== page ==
Billionaire Elon Musk is proposing to go ahead with his original offer of US$44 billion to take Twitter private, a securities filing showed on Tuesday (Oct 4), signalling an end to a legal battle that could have forced Musk to pay up.
An agreement would put the world's richest person in charge of one of the most influential media platforms and end months of litigation that damaged Twitter's brand and fed Musk's reputation for erratic behavior.
Musk, the chief executive of electric car maker Tesla, will take over a company he originally committed to buying in April, but soon soured on.
Twitter shares jumped 22.2 per cent to close at US$52.00, while Tesla shares gained 2.9 per cent to US$249.44.
The news comes ahead of a highly anticipated face-off between Musk and Twitter in Delaware's Court of Chancery on Oct 17, in which the social media company was set to seek an order directing Musk to close the deal for US$44 billion.
Musk sent Twitter a letter on Monday that said he intended to proceed with the deal on the original terms if the Delaware judge stayed the proceedings. A source familiar with Twitter's team told Reuters that at a court hearing on Tuesday morning the judge requested the two sides report back in the evening.
It was not immediately clear why Musk chose to abandon his fight. He was about to be deposed, which could have included tough questioning. "He was about to get deposed and a lot of uncomfortable facts were going to come out," said Eric Talley, a professor at Columbia Law School.
Twitter received Musk's letter and intended to close the deal at the original US$54.20 price, a spokesperson told Reuters. Twitter did not say whether it accepted Musk's offer.
Musk, one of Twitter's most prominent users, said in July he could walk away without penalty because the number of bot accounts was much higher than Twitter's estimate of less than 5 per cent of users. Bots are automated accounts, and their use can lead to overestimations of how many humans are on the service, which is important for advertising rates and the overall value of the service.
Twitter's legal team on Sep 27 said that documents obtained from two data scientists employed by Musk showed they estimated the number of fake accounts on the platform at 5.3 per cent and 11 per cent.
"None of these analyses so far as we can tell remotely supported what Mr Musk told Twitter and told the world in the termination letter," Twitter lawyer Bradley Wilson told the court.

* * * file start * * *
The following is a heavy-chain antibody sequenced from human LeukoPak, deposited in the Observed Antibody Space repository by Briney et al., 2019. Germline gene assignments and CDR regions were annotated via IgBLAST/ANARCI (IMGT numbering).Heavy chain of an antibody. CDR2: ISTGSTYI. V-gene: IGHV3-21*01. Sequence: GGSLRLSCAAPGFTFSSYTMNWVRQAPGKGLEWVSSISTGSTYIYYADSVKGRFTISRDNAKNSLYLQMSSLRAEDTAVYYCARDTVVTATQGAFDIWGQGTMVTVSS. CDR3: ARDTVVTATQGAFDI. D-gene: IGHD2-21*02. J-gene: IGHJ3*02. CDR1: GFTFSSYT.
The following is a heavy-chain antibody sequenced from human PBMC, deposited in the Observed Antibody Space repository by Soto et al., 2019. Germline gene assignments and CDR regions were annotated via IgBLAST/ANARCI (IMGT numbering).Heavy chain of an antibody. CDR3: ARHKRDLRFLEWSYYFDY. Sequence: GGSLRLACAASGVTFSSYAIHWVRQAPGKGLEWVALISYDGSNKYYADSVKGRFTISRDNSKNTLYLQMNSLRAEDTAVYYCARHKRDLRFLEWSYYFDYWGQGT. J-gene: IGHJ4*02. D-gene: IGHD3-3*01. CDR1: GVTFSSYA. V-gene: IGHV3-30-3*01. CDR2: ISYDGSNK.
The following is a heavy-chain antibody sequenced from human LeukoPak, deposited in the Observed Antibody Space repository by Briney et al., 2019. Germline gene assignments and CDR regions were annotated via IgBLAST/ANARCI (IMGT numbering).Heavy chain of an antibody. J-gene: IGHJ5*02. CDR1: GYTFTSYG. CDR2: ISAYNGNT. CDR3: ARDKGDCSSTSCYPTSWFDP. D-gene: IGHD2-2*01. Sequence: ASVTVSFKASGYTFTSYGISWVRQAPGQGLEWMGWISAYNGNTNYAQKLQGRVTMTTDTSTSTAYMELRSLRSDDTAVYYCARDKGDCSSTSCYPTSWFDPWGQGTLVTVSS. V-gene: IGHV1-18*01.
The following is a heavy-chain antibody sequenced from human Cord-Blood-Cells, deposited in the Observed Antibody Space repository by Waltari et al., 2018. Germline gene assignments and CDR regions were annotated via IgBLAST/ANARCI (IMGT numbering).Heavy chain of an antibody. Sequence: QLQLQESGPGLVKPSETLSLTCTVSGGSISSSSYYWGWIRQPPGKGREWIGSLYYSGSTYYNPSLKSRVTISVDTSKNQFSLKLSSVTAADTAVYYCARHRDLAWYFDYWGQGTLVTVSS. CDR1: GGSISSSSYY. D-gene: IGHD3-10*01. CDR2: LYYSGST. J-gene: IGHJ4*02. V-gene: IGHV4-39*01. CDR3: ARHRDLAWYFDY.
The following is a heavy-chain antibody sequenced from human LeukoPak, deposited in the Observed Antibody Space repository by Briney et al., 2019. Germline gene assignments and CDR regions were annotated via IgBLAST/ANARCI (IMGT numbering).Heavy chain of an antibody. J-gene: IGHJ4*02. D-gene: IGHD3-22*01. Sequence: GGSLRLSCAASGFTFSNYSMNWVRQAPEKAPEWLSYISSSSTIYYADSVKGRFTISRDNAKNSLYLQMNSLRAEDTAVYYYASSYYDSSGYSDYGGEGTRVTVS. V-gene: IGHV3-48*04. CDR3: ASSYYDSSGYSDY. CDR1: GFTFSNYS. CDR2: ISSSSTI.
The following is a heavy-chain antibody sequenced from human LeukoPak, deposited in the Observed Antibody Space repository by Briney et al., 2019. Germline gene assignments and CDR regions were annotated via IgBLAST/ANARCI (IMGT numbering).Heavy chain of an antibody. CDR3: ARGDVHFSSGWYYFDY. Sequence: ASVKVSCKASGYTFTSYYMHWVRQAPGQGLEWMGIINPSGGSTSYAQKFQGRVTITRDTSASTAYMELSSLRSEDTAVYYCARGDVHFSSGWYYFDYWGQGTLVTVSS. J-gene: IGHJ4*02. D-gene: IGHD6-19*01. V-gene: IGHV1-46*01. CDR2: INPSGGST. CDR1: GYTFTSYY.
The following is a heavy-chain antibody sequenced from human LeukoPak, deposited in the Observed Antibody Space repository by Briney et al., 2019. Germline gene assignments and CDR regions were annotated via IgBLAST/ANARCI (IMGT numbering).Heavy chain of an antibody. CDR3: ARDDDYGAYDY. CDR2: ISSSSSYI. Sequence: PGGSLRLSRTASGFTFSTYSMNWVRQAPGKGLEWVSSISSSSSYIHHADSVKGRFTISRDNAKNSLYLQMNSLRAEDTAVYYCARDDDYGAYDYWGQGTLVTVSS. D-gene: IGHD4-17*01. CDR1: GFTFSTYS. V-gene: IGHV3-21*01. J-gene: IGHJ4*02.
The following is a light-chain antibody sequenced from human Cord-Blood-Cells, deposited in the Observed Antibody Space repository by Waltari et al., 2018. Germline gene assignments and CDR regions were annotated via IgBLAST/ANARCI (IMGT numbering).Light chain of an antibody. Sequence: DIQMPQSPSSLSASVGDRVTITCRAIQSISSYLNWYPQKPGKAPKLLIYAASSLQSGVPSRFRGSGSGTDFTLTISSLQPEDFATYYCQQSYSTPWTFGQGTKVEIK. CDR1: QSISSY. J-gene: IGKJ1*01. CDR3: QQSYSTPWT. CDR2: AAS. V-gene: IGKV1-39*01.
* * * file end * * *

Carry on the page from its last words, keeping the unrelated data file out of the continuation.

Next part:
The original deal was "a very seller-friendly agreement that would be very difficult to get out of", said Adam Badawi, a law professor at UC Berkeley. Musk realized, he said, "in all likelihood it was going to result in forcing him to close at US$54.20 a share".
A settlement between the two sides would revive fears among Twitter's users about Musk's plans for the platform, which has removed prominent politically conservative voices. Supporters of Donald Trump hope that Musk will reactivate the account of the former US president, who was banned after the Jan 6, 2021, attack on the US Capitol by his supporters.
Musk has used Twitter to stir controversy, including on Monday when he floated a peace plan for the Ukraine-Russia war that drew swift condemnation from Ukraine's president, Volodymyr Zelenskyy.
Bloomberg was the first to report Musk was willing to pay the original price.
A settlement at the original price would also allow Musk to finance the transaction without any complications. If Musk and Twitter had renegotiated the price, it would have technically allowed committed backers to walk away.
Musk has already sold US$15.4 billion worth of Tesla shares since agreeing to buy Twitter. He has said he does not plan to sell any more of his stake in Tesla, but some analysts expect him to sell down his stake further to fund the Twitter deal.
Musk has also secured a financing commitment from banks - including Morgan Stanley, Bank of America, Mitsubishi UFJ Financial Group and Barclays - to provide a US$12.5 billion margin loan to support his Twitter acquisition.
The banks that agreed to finance the acquisition are likely to lose hundreds of millions of dollars on the deal because they would struggle to attract investors to buy the debt, given the downturn in markets since the deal was signed.
However, the banks agreed to provide the financing irrespective of whether they can sell the loans and face long legal odds freeing themselves from the financing commitment, according to regulatory filings.
Since Twitter has already received shareholder support for the sale to Musk, the deal could close quickly in the coming weeks if the two sides were to settle on the original terms. In June, Twitter said the waiting period for antitrust clearance had expired, indicating that the deal could go forward.
Angelo Zino, senior industry analyst at CFRA Research, believes that Musk is likely to close the deal this time, after realising that the odds of a court victory are slim.
“At the end of the day, I think this was an asset that he was ultimately going to have to own in some respect or, at the very least, have to pay a hefty fine,” he told CNA’s Asia First.
Zino said Twitter is likely to work out its next steps to get Musk to potentially close this deal without any conditions attached to it.
“But nonetheless, for the most part, most investors out there believe that there is minimal deal risk at this point in time,” he added.